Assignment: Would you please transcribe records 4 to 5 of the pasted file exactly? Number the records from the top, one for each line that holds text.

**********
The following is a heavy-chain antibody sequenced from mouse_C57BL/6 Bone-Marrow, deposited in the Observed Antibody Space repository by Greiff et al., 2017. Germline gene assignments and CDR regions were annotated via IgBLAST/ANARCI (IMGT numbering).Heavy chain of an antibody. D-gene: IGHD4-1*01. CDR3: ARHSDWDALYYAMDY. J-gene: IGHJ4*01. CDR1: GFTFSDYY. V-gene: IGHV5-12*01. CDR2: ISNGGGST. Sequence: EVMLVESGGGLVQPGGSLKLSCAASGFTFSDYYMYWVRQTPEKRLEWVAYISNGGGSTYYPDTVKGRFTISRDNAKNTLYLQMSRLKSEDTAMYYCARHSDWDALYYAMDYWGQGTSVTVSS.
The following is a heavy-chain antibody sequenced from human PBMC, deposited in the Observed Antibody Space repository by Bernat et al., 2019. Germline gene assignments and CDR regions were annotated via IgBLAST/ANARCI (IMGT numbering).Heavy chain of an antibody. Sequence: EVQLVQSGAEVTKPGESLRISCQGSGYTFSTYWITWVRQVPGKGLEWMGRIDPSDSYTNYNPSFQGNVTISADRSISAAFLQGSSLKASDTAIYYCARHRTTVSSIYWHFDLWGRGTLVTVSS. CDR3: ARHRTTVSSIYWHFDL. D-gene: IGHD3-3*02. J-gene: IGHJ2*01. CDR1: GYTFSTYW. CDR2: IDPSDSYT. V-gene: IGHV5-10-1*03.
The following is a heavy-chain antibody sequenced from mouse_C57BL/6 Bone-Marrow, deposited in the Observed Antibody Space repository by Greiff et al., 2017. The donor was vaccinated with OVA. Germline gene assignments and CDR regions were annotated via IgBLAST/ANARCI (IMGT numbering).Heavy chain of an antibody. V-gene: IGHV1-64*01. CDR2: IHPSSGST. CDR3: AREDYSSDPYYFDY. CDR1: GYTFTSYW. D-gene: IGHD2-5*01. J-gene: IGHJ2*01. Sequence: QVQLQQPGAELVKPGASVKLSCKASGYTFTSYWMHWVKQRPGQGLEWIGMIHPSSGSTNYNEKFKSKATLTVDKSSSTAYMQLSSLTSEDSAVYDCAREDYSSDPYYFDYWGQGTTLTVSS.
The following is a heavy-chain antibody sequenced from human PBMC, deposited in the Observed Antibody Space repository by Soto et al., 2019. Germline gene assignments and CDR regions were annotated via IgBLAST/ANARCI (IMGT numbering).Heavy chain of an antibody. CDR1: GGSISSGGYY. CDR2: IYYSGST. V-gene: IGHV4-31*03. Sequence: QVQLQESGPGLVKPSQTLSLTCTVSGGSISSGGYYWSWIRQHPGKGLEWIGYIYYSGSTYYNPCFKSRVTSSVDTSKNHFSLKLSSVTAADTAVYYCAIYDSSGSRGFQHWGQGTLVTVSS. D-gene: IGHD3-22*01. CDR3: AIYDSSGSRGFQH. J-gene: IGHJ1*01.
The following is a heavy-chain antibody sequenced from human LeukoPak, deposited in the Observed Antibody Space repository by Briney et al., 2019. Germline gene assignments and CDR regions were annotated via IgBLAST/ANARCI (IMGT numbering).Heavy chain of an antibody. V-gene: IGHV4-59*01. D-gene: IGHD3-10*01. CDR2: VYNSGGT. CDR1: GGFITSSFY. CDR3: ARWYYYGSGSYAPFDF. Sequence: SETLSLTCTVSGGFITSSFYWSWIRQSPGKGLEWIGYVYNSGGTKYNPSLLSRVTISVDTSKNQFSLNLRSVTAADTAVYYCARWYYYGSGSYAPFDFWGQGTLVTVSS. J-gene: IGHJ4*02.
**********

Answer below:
The following is a heavy-chain antibody sequenced from human PBMC, deposited in the Observed Antibody Space repository by Soto et al., 2019. Germline gene assignments and CDR regions were annotated via IgBLAST/ANARCI (IMGT numbering).Heavy chain of an antibody. CDR1: GGSISSGGYY. CDR2: IYYSGST. V-gene: IGHV4-31*03. Sequence: QVQLQESGPGLVKPSQTLSLTCTVSGGSISSGGYYWSWIRQHPGKGLEWIGYIYYSGSTYYNPCFKSRVTSSVDTSKNHFSLKLSSVTAADTAVYYCAIYDSSGSRGFQHWGQGTLVTVSS. D-gene: IGHD3-22*01. CDR3: AIYDSSGSRGFQH. J-gene: IGHJ1*01.
The following is a heavy-chain antibody sequenced from human LeukoPak, deposited in the Observed Antibody Space repository by Briney et al., 2019. Germline gene assignments and CDR regions were annotated via IgBLAST/ANARCI (IMGT numbering).Heavy chain of an antibody. V-gene: IGHV4-59*01. D-gene: IGHD3-10*01. CDR2: VYNSGGT. CDR1: GGFITSSFY. CDR3: ARWYYYGSGSYAPFDF. Sequence: SETLSLTCTVSGGFITSSFYWSWIRQSPGKGLEWIGYVYNSGGTKYNPSLLSRVTISVDTSKNQFSLNLRSVTAADTAVYYCARWYYYGSGSYAPFDFWGQGTLVTVSS. J-gene: IGHJ4*02.